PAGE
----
Wednesday, October 19, 2011

Fire Don Cherry, Ban Bare Knuckle Fighting

With Spain considering a ban on bullfighting, is it time for Canada and the USA to ban ice hockey? (Because the NHL covers both countries)

Don Cherry had an outburst against people who are against fighting in hockey. This got me thinking. There is a movement in Canada that seems to be starting, to investigate the damage caused by fighting in hockey. Don Cherry, the commentator on CBC hockey games is one of the most unabashed promoters of fighting in hockey and he was visibly upset with the attitudes of some of the ex-players who had said something about fighting. Don Cherry called them "pukes and turncoats", as apparently these guys had been fighters themselves during their NHL careers.

Here is the situation. Bare knuckled boxing is against the law in Canada and the USA. But there is a demand for this type of brutality. Professional ice hockey has somehow developed a symbiotic relationship with bare knuckled fighting. We actually have two sports parasitically living on each other. Bare knuckled fighting uses "National Hockey League" ice hockey to gain legitimacy, as the fights take place during hockey games. Hockey uses bare knuckled fighting to attract "fans", and to make more money.

No other professional sport does this. This is what I believe. In the National Hockey League version of ice hockey, a certain number of players are recruited by each team to do the fighting. The coaches send the fighters out when they are ready for a session of bare knuckled boxing, and the hockey game is temporarily suspended while the fight is going on. These are not spontaneous fights between hockey players. These are planned fights between athletes hired for their fighting abilities (most of the time - occasionally some other player will be attacked.)

They say that "fighting is part of the game". It is not. I have seen plenty of games with no fights (e.g Olympic hockey). It's time for NHL hockey to ban fighting, it is a very easy thing to do. Just don't hire fighters, and give stiff penalties for fighting. And of course, fire Don Cherry, that loudmouth ignorant embarrassment. (I Googled "fire don cherry" and got 28,000 hits.) Hire a commentator who knows hockey. Let's get back to the sport of hockey, which is not a bad game without the fight fans screaming for blood.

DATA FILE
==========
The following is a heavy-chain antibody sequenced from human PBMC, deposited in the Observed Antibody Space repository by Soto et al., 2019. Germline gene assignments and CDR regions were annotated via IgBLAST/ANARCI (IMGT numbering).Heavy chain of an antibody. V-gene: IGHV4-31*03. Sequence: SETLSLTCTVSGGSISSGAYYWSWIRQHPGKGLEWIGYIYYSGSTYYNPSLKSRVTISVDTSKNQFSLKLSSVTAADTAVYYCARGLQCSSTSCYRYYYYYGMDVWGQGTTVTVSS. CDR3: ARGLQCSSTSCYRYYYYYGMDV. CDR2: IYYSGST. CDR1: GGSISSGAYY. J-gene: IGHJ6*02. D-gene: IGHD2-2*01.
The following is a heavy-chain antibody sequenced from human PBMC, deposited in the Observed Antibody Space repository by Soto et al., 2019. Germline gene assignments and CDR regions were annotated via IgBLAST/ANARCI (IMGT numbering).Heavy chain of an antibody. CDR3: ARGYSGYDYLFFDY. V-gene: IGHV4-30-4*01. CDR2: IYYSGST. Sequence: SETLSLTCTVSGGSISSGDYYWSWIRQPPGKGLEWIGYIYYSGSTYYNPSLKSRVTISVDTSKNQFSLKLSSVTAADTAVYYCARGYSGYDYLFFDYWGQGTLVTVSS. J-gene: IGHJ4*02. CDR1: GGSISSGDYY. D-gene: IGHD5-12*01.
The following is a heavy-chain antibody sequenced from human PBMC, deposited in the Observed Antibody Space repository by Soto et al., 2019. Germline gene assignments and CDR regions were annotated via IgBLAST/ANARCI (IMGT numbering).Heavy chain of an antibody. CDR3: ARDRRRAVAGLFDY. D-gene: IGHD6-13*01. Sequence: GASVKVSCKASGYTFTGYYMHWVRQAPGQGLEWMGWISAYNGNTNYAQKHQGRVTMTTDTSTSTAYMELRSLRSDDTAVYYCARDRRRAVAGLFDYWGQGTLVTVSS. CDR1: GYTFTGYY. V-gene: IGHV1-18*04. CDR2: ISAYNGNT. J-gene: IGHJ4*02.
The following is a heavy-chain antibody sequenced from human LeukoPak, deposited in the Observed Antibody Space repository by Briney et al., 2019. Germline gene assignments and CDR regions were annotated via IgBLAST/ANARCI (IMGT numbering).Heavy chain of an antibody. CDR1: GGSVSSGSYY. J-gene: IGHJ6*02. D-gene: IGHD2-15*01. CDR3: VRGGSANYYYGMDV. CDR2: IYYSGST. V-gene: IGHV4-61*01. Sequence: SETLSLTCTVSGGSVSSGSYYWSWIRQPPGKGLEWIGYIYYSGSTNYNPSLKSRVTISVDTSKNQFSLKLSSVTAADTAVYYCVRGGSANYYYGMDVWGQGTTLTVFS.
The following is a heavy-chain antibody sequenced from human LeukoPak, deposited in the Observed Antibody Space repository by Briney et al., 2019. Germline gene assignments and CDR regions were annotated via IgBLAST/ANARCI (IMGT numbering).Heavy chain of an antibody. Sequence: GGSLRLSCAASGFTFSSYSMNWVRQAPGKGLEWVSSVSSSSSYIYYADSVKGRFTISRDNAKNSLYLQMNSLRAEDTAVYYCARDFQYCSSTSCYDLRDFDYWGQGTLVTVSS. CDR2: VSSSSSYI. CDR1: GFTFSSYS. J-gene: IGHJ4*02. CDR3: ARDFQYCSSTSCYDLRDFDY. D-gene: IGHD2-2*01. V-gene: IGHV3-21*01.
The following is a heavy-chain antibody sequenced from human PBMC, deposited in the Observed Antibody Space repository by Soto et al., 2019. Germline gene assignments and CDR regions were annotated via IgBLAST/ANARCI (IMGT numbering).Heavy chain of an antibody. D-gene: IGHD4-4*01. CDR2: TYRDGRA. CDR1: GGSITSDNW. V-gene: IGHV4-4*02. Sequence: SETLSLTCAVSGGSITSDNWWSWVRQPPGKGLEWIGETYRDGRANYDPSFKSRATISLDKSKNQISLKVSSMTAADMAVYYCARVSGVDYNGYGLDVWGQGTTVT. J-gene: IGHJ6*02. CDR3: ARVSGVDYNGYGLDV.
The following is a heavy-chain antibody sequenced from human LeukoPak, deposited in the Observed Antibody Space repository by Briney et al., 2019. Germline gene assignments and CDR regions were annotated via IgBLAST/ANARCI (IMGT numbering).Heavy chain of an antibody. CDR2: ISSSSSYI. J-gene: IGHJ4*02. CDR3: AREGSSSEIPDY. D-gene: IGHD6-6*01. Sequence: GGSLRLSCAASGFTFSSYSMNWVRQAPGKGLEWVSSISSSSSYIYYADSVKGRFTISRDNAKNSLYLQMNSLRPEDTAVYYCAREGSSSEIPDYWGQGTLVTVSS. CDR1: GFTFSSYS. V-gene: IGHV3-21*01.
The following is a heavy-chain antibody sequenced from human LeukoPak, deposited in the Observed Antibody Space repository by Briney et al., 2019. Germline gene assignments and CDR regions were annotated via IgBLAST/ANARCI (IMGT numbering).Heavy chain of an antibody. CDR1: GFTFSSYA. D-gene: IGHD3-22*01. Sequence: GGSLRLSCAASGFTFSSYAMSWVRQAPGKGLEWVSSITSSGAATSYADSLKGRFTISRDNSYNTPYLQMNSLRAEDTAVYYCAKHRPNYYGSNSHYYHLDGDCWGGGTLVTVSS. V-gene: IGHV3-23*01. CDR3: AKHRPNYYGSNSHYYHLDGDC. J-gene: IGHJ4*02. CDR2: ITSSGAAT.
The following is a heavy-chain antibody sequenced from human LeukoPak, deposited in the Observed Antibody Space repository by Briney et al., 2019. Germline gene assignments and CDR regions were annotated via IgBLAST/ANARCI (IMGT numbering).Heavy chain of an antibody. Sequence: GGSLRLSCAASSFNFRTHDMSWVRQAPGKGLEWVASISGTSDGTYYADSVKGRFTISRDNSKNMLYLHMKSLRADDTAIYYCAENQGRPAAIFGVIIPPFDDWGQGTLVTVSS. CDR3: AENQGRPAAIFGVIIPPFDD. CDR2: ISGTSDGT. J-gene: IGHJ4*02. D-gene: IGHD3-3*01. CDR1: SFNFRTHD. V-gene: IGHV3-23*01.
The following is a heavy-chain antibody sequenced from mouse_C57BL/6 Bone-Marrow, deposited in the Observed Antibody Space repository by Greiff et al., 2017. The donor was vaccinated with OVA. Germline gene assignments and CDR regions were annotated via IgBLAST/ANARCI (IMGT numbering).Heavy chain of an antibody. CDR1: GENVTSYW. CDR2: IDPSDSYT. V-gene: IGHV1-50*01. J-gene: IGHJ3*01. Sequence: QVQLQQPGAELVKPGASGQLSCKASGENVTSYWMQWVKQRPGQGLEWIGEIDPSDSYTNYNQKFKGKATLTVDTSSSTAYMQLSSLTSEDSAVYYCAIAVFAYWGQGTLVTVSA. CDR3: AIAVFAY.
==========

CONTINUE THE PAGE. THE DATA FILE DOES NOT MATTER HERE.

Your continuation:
Picture: I got it off this website. There is a video also, which I did not look at, but I assume proves my point, that the fights are a separate sport from hockey, and should be as illegal as bare knuckled boxing.


  1. The NHL is market-driven. The current average NHL salary runs about $2 million, with superstars earning eight-digit figures.

    If the owners believe that attendance (and viewing audiences) will drop off as a function of decrease in violence, Brendan Shanahan will be muzzled.

  2. "CBC Story on Shanahan"

    On the page above, I found a quote "Hockey without fighting is just figure skating with hockey sticks" in a comment by "odorlesslemur" (seemingly a fight fan). Exactly my point. The fight fans do not really understand the slightest thing about hockey. But recently, the extremely violent "World Fight Championship" came to Canada, which is a better alternative for the fight fans than the NHL. I'm sure they don't really like having to sit through 60 minutes or more of "figure skating with hockey sticks" for just one short fight. If most of the fight fans abandon "hockey" for the WFC, then the NHL can gradually get back to playing pure hockey, and both the fight fans and the hockey fans win.

  3. Is it really against the law in Canada and the US?

    Could you provide me with a link to evidence of this?

    I was wondering whether or not this is true, and have come up with some evidence to the contrary in some states...

    I'd love to get some clarifiation on this.

  4. and to be clear, I'm not referring to getting in a fight in public, but rather in a "league"-type setting.

    If it's legal, lets start a bare-knuckle boxing league and see what people say, and how the government reacts.

    I have a feeling people would be less than understanding, and I don't really see how it's so different than much of the fighting that occurs in hockey.

  5. That's an interesting question, the law as written does not actually prohibit bare knuckled boxing as a sport. The law prohibits fighting in general, and exceptions to the law are made to allow organized, recognized sports to take place without police intervention. (such as Wrestling, Boxing with gloves, the WFC, not to mention fights that also occur in basketball, baseball, hockey etc. that are allowed to be covered by the rules and penalties of that sport)

    The prohibition of boxing in England followed this legal case in 1882, which declared that bare knuckled fighting was assault, whether or not the fight was an organized sport with the consent of the participants.

    Wikipedia, Prohibition of Boxing

    The USA passed laws specifically allowing organized boxing as a sport in about 1920.

    "The Queensbury Rules ended the prizefighting heyday and transitioned the United States into the Golden Era of boxing. By 1920, legislation was introduced that allowed public boxing matches and fighters such as Gene Tunney, Jack Dempsey, and Joe Louis became sports icons."

    Fighting Trends

    August 5, 2011 Bobby Gunn fought Richard Stewart in the first sanctioned bareknuckle boxing match since 1889 at the Fort McDowell Casino, just outside Scottsdale, Ariz., in a Yavapai reservation under Yavapai law, not under U.S. or state law.

    "The bare-knuckle match, along with some boxing and MMA fights that will round out the card, will be overseen by the Yavapai Nation, not the Arizona State Boxing Commission."